Hello my name is Naïma and I study speech and language therapy in France. Do you know if there are books or websites about SLT to help me improve my english ? thank you

Naïma
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Hi Naïma

Do you plan to do speech therapy in English? Are you doing adult therapy?
Hi Naima and Julielai,

Do either of you know if it is possible to be a speech therapist in a language that is not your mother tongue? Or is it possible to be a bilingual speech therapist?

And sorry Naima, I don't know of any books but I think listening to the radio and watching t.v. and comparing your pronunciation to that of a native speaker's can be very helpful ways of learning English. If I come across any books however, I'll let you know.

Anna
Students: We have free audio pronunciation exercises.
I think it depends on how fluent you are in your second language. Tasks that are required of speech therapists: to identify enunciation problems and correct them; to improve social communication deficiency in the appropriate social context; etc. etc...
There are many books for speech therapy written in English. Is that what you are looking for? What year in school are you?
AnonymousDo either of you know if it is possible to be a speech therapist in a language that is not your mother tongue? Or is it possible to be a bilingual speech therapist?

Very few things are impossible in this world. Indeed, if you have studied speech-language pathology in a English, you can work with English-speaking clients. The same is true for other languages, too, I should think. It doesn't matter if you speak a language natively or not, you only need to be qualified.

Teachers: We supply a list of EFL job vacancies
I am a speech-language therapist in South Africa. We have 11 official languages and so it is obviously not possible to be fluent in each one. It is definately possible to be a speech therapist in a language that is not your own - although it is definately more challenging. We work with interpreters. Also, many patients are bilingual and their languages may be impaired in different ways (eg a bilingual stroke patient may have better skills in their second language or differential impairment in each language). I have treated patients in their second language (English) and seen vast imporvement in their first. This improvement in the untrained language is documented in the literature. Speech therapy is allied medical profession...it is essential that you are well trained and competent. The principles remain the same across languages. It is a wonderful career!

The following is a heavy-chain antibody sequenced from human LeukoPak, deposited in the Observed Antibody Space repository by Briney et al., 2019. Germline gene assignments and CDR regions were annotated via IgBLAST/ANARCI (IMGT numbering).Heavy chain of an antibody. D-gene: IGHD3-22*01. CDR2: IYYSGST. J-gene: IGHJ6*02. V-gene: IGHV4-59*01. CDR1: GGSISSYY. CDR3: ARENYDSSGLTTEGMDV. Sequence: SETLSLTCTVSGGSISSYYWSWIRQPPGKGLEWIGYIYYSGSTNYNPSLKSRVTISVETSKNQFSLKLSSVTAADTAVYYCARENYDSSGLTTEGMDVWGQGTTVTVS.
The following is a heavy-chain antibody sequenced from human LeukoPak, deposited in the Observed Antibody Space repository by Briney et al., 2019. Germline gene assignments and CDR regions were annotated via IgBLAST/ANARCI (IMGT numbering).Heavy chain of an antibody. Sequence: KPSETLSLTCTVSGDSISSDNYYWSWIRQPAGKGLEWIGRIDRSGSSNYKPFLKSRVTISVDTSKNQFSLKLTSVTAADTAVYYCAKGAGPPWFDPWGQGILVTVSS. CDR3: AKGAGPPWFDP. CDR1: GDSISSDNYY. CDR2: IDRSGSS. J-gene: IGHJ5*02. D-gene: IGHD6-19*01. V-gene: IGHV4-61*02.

Dear Naima,

I was doing some research on the internet when I came across your posting.

I work with Alex Harp Recruitment Consultants and specialise in the medical industry. We have many exciting opportunities in the field of Speech and Language Therapy at the moment in both Ireland and the UK. If you, or indeed any friends or colleagues you may have, would be interested in these roles; please do send through a CV and I would be delighted to help.

Kind Regards,

Caroline O'Leary

Medical Consultant

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I just wanted to thank all the people who posted advice and shared information about Speech therapy. I'm planning on doing my Masters in Speech Therapy and am really encouraged to know that I may be able to work in both English and French. Although English is my native language I've been learning and speaking French for so long now that I always felt it would be a real shame to not use it in my professional life. All the advice posted on this site has really encouraged me and made me even more excited about pursuing this career. I'm also really interested in doing an internship in France at some point, so if you happen to come back to this site some day Naima and know of any therapists or schools who would need any help related to Speech therapy, please let me know. I wish you the best of luck in your studies and in learning English.

Anna
Students: Are you brave enough to let our tutors analyse your pronunciation?
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